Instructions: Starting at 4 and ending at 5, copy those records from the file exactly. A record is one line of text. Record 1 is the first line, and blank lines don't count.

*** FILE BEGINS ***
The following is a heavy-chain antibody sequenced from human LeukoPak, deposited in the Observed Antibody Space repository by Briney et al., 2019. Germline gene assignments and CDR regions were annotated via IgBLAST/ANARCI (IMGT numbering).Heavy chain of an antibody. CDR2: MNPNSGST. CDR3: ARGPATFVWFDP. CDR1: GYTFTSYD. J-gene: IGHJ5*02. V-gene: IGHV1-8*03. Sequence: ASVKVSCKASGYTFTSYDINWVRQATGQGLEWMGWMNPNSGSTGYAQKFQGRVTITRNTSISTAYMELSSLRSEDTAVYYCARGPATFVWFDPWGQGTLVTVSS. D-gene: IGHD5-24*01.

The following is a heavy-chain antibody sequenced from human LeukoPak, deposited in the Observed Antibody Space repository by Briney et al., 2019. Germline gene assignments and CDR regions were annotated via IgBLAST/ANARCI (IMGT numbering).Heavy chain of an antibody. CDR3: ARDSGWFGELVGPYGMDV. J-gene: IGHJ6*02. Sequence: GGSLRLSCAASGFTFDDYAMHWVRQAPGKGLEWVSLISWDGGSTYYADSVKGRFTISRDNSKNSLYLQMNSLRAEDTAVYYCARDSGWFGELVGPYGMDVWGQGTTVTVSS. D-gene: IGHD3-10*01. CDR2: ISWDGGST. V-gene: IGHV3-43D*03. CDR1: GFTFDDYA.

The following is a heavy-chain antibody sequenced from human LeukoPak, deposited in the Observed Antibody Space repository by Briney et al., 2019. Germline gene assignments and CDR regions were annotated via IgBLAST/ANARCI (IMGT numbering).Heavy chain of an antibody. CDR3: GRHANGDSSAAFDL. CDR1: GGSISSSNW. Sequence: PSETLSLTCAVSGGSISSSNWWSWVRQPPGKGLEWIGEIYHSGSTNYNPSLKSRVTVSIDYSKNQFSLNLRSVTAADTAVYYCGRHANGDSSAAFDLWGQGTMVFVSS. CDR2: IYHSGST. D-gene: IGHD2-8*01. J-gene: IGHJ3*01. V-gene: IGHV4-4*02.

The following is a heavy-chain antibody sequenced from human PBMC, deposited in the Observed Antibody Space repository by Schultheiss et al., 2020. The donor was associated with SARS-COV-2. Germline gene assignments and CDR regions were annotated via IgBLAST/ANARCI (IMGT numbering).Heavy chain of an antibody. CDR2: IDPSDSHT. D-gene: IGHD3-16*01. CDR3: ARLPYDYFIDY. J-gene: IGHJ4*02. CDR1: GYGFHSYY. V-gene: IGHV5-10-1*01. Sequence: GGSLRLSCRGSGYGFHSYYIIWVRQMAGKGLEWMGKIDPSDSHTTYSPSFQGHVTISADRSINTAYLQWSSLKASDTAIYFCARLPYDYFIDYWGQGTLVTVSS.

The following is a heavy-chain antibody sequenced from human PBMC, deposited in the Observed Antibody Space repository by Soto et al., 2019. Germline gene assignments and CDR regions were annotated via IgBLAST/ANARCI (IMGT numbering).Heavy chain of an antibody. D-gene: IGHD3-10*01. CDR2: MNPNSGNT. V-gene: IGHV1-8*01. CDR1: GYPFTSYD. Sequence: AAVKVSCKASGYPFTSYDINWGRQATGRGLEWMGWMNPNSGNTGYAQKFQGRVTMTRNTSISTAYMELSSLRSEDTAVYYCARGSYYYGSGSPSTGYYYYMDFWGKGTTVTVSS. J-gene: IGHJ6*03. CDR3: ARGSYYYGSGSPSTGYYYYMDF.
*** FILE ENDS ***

The following is a heavy-chain antibody sequenced from human PBMC, deposited in the Observed Antibody Space repository by Schultheiss et al., 2020. The donor was associated with SARS-COV-2. Germline gene assignments and CDR regions were annotated via IgBLAST/ANARCI (IMGT numbering).Heavy chain of an antibody. CDR2: IDPSDSHT. D-gene: IGHD3-16*01. CDR3: ARLPYDYFIDY. J-gene: IGHJ4*02. CDR1: GYGFHSYY. V-gene: IGHV5-10-1*01. Sequence: GGSLRLSCRGSGYGFHSYYIIWVRQMAGKGLEWMGKIDPSDSHTTYSPSFQGHVTISADRSINTAYLQWSSLKASDTAIYFCARLPYDYFIDYWGQGTLVTVSS.

The following is a heavy-chain antibody sequenced from human PBMC, deposited in the Observed Antibody Space repository by Soto et al., 2019. Germline gene assignments and CDR regions were annotated via IgBLAST/ANARCI (IMGT numbering).Heavy chain of an antibody. D-gene: IGHD3-10*01. CDR2: MNPNSGNT. V-gene: IGHV1-8*01. CDR1: GYPFTSYD. Sequence: AAVKVSCKASGYPFTSYDINWGRQATGRGLEWMGWMNPNSGNTGYAQKFQGRVTMTRNTSISTAYMELSSLRSEDTAVYYCARGSYYYGSGSPSTGYYYYMDFWGKGTTVTVSS. J-gene: IGHJ6*03. CDR3: ARGSYYYGSGSPSTGYYYYMDF.